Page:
Portrait comes home: Cross brings Fuller painting back to Eureka

Tuesday, November 14, 2017
The 1954 portrait by local artist and muralist Louis Freund of former congressman Claude Albert Fuller has returned to Eureka Springs after 42 years. The portrait is on display in Cornerstone Bank’s museum at 70 S. Main St. in Eureka Springs.
Photo by Tavi Ellis/Carroll County News

Eureka Springs has reclaimed a piece of its history.

John Fuller Cross, chairman of Cornerstone Bank, recently reclaimed a 1954 portrait of his grandfather, former congressman Claude Albert Fuller, and hung it in Cornerstone Bank’s museum at 70 S. Main St. in Eureka Springs.

The portrait was painted by local artist and muralist Louis Freund, Cross said, and features Fuller with the town he loved and took so much pride in as the background. Cross said the background shows two of the hotels Fuller owned at one time, the Basin Park Hotel and the Crescent Hotel.

“Freund did the mural behind the tellers in the bank and the mural on the north side of the building,” Cross said. “He wasn’t known as a portrait man. He was more or less known as a muralist, so this portrait is a rare item.”

The portrait is also significant because of Fuller’s prominent role in the history of Northwest Arkansas and Eureka Springs in particular, Cross said.

According to Cornerstone Bank’s 37th Annual Calendar, Fuller was an attorney at law, banker and civic leader. He served as the Eureka Springs City Clerk from 1898 to 1902, as a state representative in the Arkansas House of Representatives from 1902-1906, as mayor from 1906 to 1910, as prosecuting attorney for Carroll, Benton, Washington and Madison counties from 1910 to1914, as mayor for another two terms from 1920 to 1928 and as a U.S. Congressman in the House of Representatives for five terms from 1929 to 1939. Fuller was on the Ways and Means Committee from 1933 to 1939, it says, where he helped write and promote the Social Security Bill that was signed into law by President Franklin D. Roosevelt in 1935.

Among Fuller’s local projects, the calendar says, were the establishment of Lake Leatherwood and the bridges there and, before leaving Congress, making sure that the White River Basin was included in the Flood Control Act of 1938, resulting in the lakes of Norfork, Bull Shoals, Table Rock and Beaver. The calendar says Fuller purchased a controlling interest in Bank of Eureka Springs, now Cornerstone Bank, in 1930 and was president until his death on Jan. 8, 1968.

Since 1954, Cross said, the portrait of Fuller hung on the wall over the fireplace at the Basin Park Hotel, which Fuller owned at the time, and remained there until his death. Cross said there is even a picture of Fuller standing by the Basin Park fireplace with this portrait over the mantle on his 90th birthday on Jan. 20, 1966.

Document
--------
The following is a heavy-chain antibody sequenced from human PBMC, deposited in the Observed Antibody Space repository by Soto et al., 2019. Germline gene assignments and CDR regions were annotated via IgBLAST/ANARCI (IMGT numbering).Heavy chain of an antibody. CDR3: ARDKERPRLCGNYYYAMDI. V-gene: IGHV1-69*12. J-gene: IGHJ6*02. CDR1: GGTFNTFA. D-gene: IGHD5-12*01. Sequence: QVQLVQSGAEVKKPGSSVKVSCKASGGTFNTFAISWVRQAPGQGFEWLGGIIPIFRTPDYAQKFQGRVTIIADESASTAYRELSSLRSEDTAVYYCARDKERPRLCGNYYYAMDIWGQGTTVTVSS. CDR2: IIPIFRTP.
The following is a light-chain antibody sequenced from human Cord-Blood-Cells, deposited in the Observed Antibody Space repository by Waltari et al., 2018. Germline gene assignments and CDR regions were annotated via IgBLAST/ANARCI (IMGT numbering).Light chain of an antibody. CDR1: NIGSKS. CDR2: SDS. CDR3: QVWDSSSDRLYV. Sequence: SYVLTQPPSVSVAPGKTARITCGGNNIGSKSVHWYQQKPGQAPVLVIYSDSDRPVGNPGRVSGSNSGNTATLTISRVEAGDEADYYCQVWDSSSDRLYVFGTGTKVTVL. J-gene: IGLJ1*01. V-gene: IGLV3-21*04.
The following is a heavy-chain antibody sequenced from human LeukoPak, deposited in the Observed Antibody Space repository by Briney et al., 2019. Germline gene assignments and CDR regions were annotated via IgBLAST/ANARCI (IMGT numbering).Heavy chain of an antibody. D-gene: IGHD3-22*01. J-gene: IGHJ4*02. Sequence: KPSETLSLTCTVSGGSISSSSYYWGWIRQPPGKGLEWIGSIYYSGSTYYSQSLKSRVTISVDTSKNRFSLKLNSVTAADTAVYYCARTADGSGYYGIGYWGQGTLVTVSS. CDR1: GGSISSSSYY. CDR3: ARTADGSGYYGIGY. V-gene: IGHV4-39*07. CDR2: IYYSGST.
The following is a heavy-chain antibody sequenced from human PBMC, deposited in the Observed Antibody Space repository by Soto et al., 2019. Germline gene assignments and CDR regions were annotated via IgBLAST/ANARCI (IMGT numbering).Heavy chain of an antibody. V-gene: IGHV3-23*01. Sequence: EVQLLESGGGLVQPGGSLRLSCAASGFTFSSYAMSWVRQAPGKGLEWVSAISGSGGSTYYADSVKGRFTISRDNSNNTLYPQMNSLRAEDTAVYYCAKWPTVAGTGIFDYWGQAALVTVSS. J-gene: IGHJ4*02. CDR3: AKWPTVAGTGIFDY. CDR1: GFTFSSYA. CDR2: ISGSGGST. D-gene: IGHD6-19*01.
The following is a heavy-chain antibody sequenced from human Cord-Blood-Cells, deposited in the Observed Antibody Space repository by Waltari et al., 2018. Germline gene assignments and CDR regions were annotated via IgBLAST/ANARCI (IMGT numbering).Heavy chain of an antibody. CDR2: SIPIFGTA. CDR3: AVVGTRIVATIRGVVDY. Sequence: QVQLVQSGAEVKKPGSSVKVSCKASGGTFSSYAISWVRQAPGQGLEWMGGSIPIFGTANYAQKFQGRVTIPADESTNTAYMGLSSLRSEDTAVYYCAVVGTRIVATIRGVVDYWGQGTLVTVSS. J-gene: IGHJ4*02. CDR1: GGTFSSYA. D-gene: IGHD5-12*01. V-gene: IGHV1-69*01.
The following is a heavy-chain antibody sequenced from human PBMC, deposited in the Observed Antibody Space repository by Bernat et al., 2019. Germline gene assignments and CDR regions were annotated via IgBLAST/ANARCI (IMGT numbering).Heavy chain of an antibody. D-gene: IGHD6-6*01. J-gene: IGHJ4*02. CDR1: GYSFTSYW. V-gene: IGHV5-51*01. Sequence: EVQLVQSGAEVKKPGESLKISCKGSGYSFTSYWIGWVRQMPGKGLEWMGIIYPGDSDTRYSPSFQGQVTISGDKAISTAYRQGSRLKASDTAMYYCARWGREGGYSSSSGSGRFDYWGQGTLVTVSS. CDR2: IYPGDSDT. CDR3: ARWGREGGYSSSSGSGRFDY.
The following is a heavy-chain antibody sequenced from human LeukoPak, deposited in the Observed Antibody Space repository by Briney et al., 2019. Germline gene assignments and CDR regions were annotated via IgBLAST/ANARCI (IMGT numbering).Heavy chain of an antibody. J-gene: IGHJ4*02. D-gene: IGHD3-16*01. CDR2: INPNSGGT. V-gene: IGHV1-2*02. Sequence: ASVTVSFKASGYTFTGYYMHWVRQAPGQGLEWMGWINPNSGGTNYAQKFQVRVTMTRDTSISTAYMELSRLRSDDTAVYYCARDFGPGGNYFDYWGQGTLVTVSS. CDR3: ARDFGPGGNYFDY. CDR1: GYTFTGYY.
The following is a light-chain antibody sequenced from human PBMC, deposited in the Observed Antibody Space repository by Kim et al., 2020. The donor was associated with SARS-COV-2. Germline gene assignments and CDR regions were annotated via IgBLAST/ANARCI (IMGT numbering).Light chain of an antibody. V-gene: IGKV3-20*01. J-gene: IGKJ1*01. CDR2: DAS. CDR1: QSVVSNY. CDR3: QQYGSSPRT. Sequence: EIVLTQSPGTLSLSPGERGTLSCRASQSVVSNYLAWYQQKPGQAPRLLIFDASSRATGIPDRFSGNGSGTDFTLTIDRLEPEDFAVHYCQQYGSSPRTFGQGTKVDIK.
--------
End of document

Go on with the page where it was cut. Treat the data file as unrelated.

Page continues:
After Fuller’s death, Cross said, the hotel went to his two daughters, Ruth Fuller Cross and Dorothy Fuller Matthews. Ruth received a portrait that was painted in Washington, D.C., at the height of Fuller’s congressional career, Cross said, and Dorothy received the Louis Freund portrait. Cross said he and his mother, Ruth, were running the Riverview Resort that the family built in 1953 and ran until 1978.

“My mother had her hands full with reservations and other matters of running a resort on the White River,” he said, “so I bought her out. Since I had owned and operated the Basin Park Coffee Shop since February of 1960, I knew the hotel well and continued to run it until I sold it in May of 1975 to Paul Hansen from Tulsa, Okla.”

Since the Louis Freund portrait belonged to Cross’ aunt, he said it did not go with the hotel. His aunt kept it and took it back to her home in Bethesda, Md. After his aunt passed away, Cross said the portrait went to her daughter, Mary Matthews Moore, who lived in West Virginia. After her death, Cross said the portrait went to her daughter, Jennifer Moore.

“I have wanted that painting for the bank’s museum for years and was recently able to work a deal with Jennifer to return it to its rightful place in Eureka Springs,” he said. “She was happy to do so, as she knew the bank museum and Eureka Springs needed it as well.”

Cross said the portrait is in the same state as it was when it left Eureka Springs.

“I didn’t realize how big the portrait was and how vibrant the colors were in it,” he said. “It is heartwarming to have it back in Eureka Springs. After 42 years, the portrait has come home.”

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